I was walking through these villages where this horrible atrocity occurred prior to my arrival to Vietnam. And part of our fear for the place, of the place, and part of our real terror of being told you are going into the Pinkville area had to do with the hostility that you could read on the faces of the people there, even among the little children. [It] was hostility mixed with fear. (PBS Interview)

In another interview, O’Brien mentions that the Pinkville area was littered with landmines, which meant that the land seemed to claim more victims than the Viet Cong snipers did. He recognizes that the soldiers were afraid of the land in much the same way that young children are afraid of dark closets and monsters under the bed (Smith, 111).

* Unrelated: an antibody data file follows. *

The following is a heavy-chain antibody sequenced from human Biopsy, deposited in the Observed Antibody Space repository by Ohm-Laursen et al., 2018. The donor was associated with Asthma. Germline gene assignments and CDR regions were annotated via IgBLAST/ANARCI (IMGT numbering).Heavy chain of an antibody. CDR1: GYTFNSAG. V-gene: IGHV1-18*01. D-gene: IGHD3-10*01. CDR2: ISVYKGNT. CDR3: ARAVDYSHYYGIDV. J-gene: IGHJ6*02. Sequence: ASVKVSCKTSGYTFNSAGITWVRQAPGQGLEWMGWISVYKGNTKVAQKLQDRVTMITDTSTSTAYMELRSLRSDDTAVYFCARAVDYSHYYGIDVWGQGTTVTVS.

In an essay, O’Brien elaborated on the landscape he had witnessed in Quang Ngai: “Back in 1969, the wreckage was all around us, so common that it seemed part of the geography, as natural as any mountain or river” (O’Brien 1994, 53). O’Brien then goes on to explain an important consequence of that context: “With so few military targets, with an enemy that was both of and among the population, Alpha Company began to regard Quang Ngai itself at the true enemy—the physical place, the soil and paddies” (53-54). It is particularly significant that “the true enemy” for O’Brien and his fellow infantrymen was “the physical place,” not the people whose faces displayed hostility mixed with fear, or the Viet Cong (of which they saw relatively few), or the North Vietnamese Army. That is to say, in the imagination of the soldiers, the terrain of Quang Ngai Province began to take on frightening human qualities.